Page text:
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3. Furnishing Statistics and Information.--A County or District Superintendent could furnish all statistics and school information needed from his district by the State Superintendent; and thus these necessary statistics would not be, as they now very frequently are, so erroneous as to make it necessary to return them repeatedly for correction, and sometimes utterly fail of securing the corrections desired. Such County or District Superintendent could collect and embody in his annual report a full statement of facts relative to the condition, progress and wants of his district-a sad want for which no means of supplying is now provided. The State Superintendent constantly feels the need of some such officer, familiar with a special locality-a county, for instance—to whom to apply for much needed information. The reports of the County Superintendents of Pennsylvania, appended to the State Superintendent's Annual Report, are full of interest, information, and suggestions, alike to the State Superintendent, the Legislature, and readers in general. 14. Adjusting Controversies.-Whoever knows any thing of the difficulties under which the State Superintendent now frequently labors in appeal cases-perhaps some important fact improperly or obscurely stated, which if fully known,might pro duce a very different decision--whoever knows any thing of such difficulties, knows very well how much more understandingly such cases could be examined and decided on the spot, with all the facts brought fully to view-perhaps relating to a schoolhouse site, the propriety of which could only be determined by a personal inspection. This would be a very important part of the labors of a County or District Superintendent, and from his im partial decision, few appeals would ever be made to the State Superintendent.
Super All things considered, I should think a County Superintendent, at least for many years to come, would prove more suitable to our condition than one for an Assembly District or Judicial Circuit. The most of the Assembly Districts be
nem unable to maintain such an officer in service for period; and a Judicial Circuit would be too large for a Superintendent to properly visit and inspect the schools, examine candidates for teachers' certificates, thoroughly learn the condition of the schools, adjust wranglings and difficulties, and infuse a spirit of emulation and enthusiasm among the people on the subject of popular education. - Let the County Superintendent be elected by the people at the Spring election, so as to keep the office as distinct as possible from party politics; or let him be appointed by the County Board of Supervisors, or by the State Board of Education upon proper recommendations of fitness and qualification; to serve for three years, subject to removal, for just cause, by the State Superintenden or State Board of Education; and the State to appropriate out of the School Fund income, or General Fund, as the Legis. lature may direct, one hundred dollars annually to each County Superintendent, on condition that the county should pay at least as much more, and such County Superintendent should devote at least three months exclusively to the duties of his office; and the State to appropriate an additional one hundred dollars annually to each County Superintendent who should devote at least six months during the year exclusively to the duties of his office, and the county pay him at least as much more; and for the purposes here specified, such sparsely settled counties as Douglas and La Pointe, could be coupled together, at least until the next Legislative apportionment, and one Superintendent made to serve for the united counties. As remuneration for the two members of the Examining Board, to be associated with the County Superintendent, for the purpose of examining and granting certificates to teachers, a reasonable fee could be charged for each such examination--not for granting certificates, for that might possibly prove a temptation to grant them to unworthy aspirants; or the county could allow them a reasonable compensation.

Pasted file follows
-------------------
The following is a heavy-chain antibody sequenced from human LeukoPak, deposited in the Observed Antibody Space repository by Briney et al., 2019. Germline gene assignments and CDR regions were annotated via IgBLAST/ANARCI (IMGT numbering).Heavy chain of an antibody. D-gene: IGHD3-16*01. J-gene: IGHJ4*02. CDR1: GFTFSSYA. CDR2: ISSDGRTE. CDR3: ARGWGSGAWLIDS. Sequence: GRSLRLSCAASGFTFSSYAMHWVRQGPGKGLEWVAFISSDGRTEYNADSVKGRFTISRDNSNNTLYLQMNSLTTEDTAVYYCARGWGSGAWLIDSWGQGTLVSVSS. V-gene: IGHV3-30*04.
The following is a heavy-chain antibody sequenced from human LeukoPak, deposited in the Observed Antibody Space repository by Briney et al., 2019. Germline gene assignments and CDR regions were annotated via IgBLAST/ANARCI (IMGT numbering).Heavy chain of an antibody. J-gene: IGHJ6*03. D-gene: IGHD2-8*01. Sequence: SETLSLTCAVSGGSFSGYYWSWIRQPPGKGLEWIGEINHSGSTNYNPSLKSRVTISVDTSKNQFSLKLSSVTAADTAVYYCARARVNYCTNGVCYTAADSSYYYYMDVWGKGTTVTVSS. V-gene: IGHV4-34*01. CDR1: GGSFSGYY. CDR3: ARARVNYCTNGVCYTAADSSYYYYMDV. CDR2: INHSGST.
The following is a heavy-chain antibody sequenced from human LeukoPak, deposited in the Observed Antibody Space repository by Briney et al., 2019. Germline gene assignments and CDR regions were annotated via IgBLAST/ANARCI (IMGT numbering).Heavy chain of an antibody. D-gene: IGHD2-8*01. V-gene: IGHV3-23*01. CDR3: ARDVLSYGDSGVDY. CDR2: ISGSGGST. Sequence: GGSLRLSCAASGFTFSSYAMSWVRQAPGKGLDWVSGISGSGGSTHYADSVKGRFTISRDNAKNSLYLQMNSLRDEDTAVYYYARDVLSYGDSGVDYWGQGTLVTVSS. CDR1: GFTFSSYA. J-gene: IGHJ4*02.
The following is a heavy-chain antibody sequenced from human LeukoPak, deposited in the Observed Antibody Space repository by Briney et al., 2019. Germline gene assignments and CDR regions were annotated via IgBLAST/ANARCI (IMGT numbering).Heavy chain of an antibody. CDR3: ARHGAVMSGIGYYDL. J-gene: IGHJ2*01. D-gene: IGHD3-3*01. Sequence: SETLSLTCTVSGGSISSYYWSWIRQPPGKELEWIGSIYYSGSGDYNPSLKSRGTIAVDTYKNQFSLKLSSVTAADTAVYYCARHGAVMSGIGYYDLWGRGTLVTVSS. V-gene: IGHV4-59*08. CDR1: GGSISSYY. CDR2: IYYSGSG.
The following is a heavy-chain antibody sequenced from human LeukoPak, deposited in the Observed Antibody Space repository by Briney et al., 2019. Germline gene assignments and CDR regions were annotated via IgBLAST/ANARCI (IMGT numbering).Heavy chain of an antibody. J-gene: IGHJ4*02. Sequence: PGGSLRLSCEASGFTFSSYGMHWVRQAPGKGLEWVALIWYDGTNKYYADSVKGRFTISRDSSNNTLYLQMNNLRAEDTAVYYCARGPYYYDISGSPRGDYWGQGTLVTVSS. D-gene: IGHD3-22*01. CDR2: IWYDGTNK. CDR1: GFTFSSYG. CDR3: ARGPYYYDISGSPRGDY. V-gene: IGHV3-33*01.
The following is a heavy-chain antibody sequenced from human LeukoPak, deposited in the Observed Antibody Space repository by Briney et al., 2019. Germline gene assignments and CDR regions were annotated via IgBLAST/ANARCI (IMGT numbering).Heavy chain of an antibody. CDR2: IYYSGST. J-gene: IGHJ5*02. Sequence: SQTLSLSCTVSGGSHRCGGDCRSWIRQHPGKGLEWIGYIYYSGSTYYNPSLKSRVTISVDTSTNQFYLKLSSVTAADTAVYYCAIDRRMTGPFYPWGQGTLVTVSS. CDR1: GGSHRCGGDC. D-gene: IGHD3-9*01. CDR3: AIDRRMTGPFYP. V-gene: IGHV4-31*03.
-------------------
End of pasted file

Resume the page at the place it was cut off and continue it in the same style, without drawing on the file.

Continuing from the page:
TOWNSHIP GOVERNMENT. There is a revolution going on in our country regarding th: division of Townships into geographical districts. The distrio system has been so long in general use, that the people are slou to discover its inequalities and inconveniences, and hesitate to make a change, even when convinced of a better arrangement. That the Township system of school government has many and decided advantages over the old district plan, let facts and experience testify:
“As a general fact,” says HORACE MANN, in his Tenth An nual Report as Secretary of the Massachusetts Board of Education, the schools of undistricted towns are greatly superior to those in districted towns; and for obvious reasons. The first class of towns,--the undistricted, provide all the schoolhouses, and, through the agency of the school committee, employ all the teachers. If one good school house is provided for any section of the town, all the other sections, having contributed their respective portions of the expense to erect the good house, will demand one equally good for themselves; and the equity of such a demand is so obvious, that it cannot be resisted. If, on the other hand, each section were a separate district, and bound for the whole expense of a new house, if it should erect one, it would be tempted to continue an old house, long after it had ceased to be comfortable; and, indeed, as expe